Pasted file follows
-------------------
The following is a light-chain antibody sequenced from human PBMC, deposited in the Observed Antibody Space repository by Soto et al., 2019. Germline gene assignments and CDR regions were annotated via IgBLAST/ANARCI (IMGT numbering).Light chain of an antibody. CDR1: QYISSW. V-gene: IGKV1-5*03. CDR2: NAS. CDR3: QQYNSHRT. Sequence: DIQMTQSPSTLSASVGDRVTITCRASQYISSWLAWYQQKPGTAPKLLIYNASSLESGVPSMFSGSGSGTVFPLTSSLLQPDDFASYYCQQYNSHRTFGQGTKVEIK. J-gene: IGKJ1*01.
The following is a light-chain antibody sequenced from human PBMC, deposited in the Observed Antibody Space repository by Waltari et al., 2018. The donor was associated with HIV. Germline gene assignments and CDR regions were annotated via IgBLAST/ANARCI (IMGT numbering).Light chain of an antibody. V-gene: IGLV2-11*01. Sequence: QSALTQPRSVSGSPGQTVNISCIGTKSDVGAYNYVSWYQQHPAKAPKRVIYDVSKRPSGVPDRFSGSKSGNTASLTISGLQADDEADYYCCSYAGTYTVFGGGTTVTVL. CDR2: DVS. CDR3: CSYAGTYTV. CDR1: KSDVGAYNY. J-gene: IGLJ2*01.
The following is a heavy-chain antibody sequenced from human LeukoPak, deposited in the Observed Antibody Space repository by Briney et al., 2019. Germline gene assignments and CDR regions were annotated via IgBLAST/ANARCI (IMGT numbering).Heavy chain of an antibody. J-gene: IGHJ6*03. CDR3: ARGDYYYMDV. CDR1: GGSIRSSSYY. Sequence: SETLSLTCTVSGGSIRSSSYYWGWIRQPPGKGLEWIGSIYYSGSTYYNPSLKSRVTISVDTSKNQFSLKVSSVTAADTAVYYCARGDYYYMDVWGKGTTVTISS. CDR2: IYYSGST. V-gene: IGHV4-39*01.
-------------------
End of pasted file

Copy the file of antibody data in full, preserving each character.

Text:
The following is a light-chain antibody sequenced from human PBMC, deposited in the Observed Antibody Space repository by Soto et al., 2019. Germline gene assignments and CDR regions were annotated via IgBLAST/ANARCI (IMGT numbering).Light chain of an antibody. CDR1: QYISSW. V-gene: IGKV1-5*03. CDR2: NAS. CDR3: QQYNSHRT. Sequence: DIQMTQSPSTLSASVGDRVTITCRASQYISSWLAWYQQKPGTAPKLLIYNASSLESGVPSMFSGSGSGTVFPLTSSLLQPDDFASYYCQQYNSHRTFGQGTKVEIK. J-gene: IGKJ1*01.
The following is a light-chain antibody sequenced from human PBMC, deposited in the Observed Antibody Space repository by Waltari et al., 2018. The donor was associated with HIV. Germline gene assignments and CDR regions were annotated via IgBLAST/ANARCI (IMGT numbering).Light chain of an antibody. V-gene: IGLV2-11*01. Sequence: QSALTQPRSVSGSPGQTVNISCIGTKSDVGAYNYVSWYQQHPAKAPKRVIYDVSKRPSGVPDRFSGSKSGNTASLTISGLQADDEADYYCCSYAGTYTVFGGGTTVTVL. CDR2: DVS. CDR3: CSYAGTYTV. CDR1: KSDVGAYNY. J-gene: IGLJ2*01.
The following is a heavy-chain antibody sequenced from human LeukoPak, deposited in the Observed Antibody Space repository by Briney et al., 2019. Germline gene assignments and CDR regions were annotated via IgBLAST/ANARCI (IMGT numbering).Heavy chain of an antibody. J-gene: IGHJ6*03. CDR3: ARGDYYYMDV. CDR1: GGSIRSSSYY. Sequence: SETLSLTCTVSGGSIRSSSYYWGWIRQPPGKGLEWIGSIYYSGSTYYNPSLKSRVTISVDTSKNQFSLKVSSVTAADTAVYYCARGDYYYMDVWGKGTTVTISS. CDR2: IYYSGST. V-gene: IGHV4-39*01.